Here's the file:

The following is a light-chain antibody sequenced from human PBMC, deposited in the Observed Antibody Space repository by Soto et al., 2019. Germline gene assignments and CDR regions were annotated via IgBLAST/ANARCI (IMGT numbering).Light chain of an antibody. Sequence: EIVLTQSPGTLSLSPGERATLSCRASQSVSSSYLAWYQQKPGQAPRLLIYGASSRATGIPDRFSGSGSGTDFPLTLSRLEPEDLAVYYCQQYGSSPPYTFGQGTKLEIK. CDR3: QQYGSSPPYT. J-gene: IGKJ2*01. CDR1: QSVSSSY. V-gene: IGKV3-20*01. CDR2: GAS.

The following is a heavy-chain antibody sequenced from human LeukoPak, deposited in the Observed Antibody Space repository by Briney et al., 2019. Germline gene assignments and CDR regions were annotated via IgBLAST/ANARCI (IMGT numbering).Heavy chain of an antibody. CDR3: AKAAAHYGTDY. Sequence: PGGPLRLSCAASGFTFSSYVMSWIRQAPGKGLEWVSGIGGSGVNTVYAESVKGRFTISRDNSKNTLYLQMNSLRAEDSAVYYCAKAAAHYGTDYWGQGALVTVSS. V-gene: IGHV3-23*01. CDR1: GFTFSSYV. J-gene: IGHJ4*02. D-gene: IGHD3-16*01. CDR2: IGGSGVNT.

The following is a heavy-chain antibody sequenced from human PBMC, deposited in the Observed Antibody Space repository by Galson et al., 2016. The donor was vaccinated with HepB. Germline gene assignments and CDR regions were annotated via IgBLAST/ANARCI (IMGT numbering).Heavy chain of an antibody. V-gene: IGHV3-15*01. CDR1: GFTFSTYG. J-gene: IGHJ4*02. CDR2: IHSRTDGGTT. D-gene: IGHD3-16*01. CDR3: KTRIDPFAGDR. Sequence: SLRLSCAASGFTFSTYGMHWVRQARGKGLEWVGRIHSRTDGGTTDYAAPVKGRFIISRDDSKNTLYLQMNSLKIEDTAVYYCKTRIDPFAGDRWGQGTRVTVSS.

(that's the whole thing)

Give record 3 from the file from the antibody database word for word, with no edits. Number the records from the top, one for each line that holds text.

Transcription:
The following is a heavy-chain antibody sequenced from human PBMC, deposited in the Observed Antibody Space repository by Galson et al., 2016. The donor was vaccinated with HepB. Germline gene assignments and CDR regions were annotated via IgBLAST/ANARCI (IMGT numbering).Heavy chain of an antibody. V-gene: IGHV3-15*01. CDR1: GFTFSTYG. J-gene: IGHJ4*02. CDR2: IHSRTDGGTT. D-gene: IGHD3-16*01. CDR3: KTRIDPFAGDR. Sequence: SLRLSCAASGFTFSTYGMHWVRQARGKGLEWVGRIHSRTDGGTTDYAAPVKGRFIISRDDSKNTLYLQMNSLKIEDTAVYYCKTRIDPFAGDRWGQGTRVTVSS.